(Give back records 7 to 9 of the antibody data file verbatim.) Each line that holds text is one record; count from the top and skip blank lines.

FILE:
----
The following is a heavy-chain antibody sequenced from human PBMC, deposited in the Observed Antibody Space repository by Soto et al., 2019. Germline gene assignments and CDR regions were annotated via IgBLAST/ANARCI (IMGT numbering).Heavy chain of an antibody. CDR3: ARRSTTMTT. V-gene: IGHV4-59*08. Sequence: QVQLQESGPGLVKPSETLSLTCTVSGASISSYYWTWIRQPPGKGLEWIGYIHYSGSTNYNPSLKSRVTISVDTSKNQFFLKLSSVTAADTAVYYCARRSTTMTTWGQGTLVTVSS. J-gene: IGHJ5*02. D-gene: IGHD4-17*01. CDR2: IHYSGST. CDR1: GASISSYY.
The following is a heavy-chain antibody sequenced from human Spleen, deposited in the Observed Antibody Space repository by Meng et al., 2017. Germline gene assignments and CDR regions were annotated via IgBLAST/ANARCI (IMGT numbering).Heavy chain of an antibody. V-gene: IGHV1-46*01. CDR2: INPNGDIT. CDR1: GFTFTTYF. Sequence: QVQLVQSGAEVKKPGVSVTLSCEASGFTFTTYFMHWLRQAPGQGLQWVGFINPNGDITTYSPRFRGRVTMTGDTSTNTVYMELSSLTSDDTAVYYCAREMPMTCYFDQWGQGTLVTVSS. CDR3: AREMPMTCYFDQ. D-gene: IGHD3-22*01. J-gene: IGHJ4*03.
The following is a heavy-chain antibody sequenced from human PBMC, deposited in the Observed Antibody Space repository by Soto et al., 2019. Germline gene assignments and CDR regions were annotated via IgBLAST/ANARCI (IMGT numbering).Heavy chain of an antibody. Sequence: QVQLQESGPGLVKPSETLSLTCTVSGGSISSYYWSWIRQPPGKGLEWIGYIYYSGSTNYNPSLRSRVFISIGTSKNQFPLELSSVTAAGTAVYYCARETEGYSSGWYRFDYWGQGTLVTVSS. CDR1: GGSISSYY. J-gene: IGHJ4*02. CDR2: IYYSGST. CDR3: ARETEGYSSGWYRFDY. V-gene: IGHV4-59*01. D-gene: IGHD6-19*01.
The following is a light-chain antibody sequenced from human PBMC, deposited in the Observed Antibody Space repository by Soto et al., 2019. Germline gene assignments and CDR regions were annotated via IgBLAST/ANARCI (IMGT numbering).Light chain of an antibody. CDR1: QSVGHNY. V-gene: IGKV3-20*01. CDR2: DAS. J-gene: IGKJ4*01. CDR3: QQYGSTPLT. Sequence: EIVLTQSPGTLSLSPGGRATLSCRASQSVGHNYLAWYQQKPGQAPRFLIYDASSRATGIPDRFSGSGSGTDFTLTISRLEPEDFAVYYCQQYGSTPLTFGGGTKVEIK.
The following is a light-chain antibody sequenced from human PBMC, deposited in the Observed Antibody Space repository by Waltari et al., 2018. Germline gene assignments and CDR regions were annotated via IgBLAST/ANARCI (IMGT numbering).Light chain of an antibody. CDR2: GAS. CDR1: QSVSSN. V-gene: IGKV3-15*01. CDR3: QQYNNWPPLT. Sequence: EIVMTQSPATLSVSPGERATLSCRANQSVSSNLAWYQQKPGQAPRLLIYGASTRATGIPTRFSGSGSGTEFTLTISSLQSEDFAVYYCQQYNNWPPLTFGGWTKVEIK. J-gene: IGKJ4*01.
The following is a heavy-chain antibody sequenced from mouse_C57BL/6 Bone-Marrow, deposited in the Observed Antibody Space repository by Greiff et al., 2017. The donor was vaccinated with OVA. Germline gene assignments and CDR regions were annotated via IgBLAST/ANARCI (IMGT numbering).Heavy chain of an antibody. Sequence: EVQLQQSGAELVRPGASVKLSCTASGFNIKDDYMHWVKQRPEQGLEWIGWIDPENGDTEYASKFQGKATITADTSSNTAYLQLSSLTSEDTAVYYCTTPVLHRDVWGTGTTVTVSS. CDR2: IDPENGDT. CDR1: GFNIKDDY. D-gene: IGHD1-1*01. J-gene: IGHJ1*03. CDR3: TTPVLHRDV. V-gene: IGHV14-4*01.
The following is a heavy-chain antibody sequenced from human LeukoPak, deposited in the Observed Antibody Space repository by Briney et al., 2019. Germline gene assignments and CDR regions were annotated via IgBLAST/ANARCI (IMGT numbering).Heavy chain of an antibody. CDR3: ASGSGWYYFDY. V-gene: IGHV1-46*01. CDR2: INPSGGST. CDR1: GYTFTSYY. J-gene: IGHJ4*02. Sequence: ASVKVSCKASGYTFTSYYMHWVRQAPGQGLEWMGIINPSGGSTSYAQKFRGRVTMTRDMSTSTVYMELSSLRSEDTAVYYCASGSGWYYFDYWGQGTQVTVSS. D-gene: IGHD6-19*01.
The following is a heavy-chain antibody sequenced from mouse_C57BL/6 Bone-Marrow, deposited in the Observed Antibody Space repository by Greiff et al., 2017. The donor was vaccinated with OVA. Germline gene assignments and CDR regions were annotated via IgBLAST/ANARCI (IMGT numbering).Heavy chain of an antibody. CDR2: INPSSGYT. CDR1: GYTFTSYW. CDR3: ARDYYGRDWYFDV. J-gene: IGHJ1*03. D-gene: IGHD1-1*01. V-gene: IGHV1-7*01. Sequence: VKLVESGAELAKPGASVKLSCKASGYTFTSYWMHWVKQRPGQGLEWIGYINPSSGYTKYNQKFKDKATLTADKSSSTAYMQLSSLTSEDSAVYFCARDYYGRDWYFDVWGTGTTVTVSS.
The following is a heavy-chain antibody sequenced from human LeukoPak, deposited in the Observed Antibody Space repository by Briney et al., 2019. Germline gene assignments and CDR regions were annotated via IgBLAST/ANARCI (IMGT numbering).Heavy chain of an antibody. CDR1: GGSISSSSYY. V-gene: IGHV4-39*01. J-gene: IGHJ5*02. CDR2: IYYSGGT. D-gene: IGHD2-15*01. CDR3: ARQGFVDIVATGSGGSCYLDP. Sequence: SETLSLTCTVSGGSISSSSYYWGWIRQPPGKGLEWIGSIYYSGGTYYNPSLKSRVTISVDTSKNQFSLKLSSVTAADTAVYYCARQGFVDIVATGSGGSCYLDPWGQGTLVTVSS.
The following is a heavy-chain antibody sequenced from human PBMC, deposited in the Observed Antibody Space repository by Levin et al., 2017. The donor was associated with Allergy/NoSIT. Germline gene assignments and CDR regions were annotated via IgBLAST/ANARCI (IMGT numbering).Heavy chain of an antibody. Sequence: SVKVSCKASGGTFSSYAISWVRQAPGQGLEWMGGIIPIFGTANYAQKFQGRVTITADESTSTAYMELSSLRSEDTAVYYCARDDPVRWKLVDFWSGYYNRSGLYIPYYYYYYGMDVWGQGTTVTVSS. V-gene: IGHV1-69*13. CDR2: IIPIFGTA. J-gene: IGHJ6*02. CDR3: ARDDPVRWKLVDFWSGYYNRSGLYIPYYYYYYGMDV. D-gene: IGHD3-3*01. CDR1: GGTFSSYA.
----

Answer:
The following is a heavy-chain antibody sequenced from human LeukoPak, deposited in the Observed Antibody Space repository by Briney et al., 2019. Germline gene assignments and CDR regions were annotated via IgBLAST/ANARCI (IMGT numbering).Heavy chain of an antibody. CDR3: ASGSGWYYFDY. V-gene: IGHV1-46*01. CDR2: INPSGGST. CDR1: GYTFTSYY. J-gene: IGHJ4*02. Sequence: ASVKVSCKASGYTFTSYYMHWVRQAPGQGLEWMGIINPSGGSTSYAQKFRGRVTMTRDMSTSTVYMELSSLRSEDTAVYYCASGSGWYYFDYWGQGTQVTVSS. D-gene: IGHD6-19*01.
The following is a heavy-chain antibody sequenced from mouse_C57BL/6 Bone-Marrow, deposited in the Observed Antibody Space repository by Greiff et al., 2017. The donor was vaccinated with OVA. Germline gene assignments and CDR regions were annotated via IgBLAST/ANARCI (IMGT numbering).Heavy chain of an antibody. CDR2: INPSSGYT. CDR1: GYTFTSYW. CDR3: ARDYYGRDWYFDV. J-gene: IGHJ1*03. D-gene: IGHD1-1*01. V-gene: IGHV1-7*01. Sequence: VKLVESGAELAKPGASVKLSCKASGYTFTSYWMHWVKQRPGQGLEWIGYINPSSGYTKYNQKFKDKATLTADKSSSTAYMQLSSLTSEDSAVYFCARDYYGRDWYFDVWGTGTTVTVSS.
The following is a heavy-chain antibody sequenced from human LeukoPak, deposited in the Observed Antibody Space repository by Briney et al., 2019. Germline gene assignments and CDR regions were annotated via IgBLAST/ANARCI (IMGT numbering).Heavy chain of an antibody. CDR1: GGSISSSSYY. V-gene: IGHV4-39*01. J-gene: IGHJ5*02. CDR2: IYYSGGT. D-gene: IGHD2-15*01. CDR3: ARQGFVDIVATGSGGSCYLDP. Sequence: SETLSLTCTVSGGSISSSSYYWGWIRQPPGKGLEWIGSIYYSGGTYYNPSLKSRVTISVDTSKNQFSLKLSSVTAADTAVYYCARQGFVDIVATGSGGSCYLDPWGQGTLVTVSS.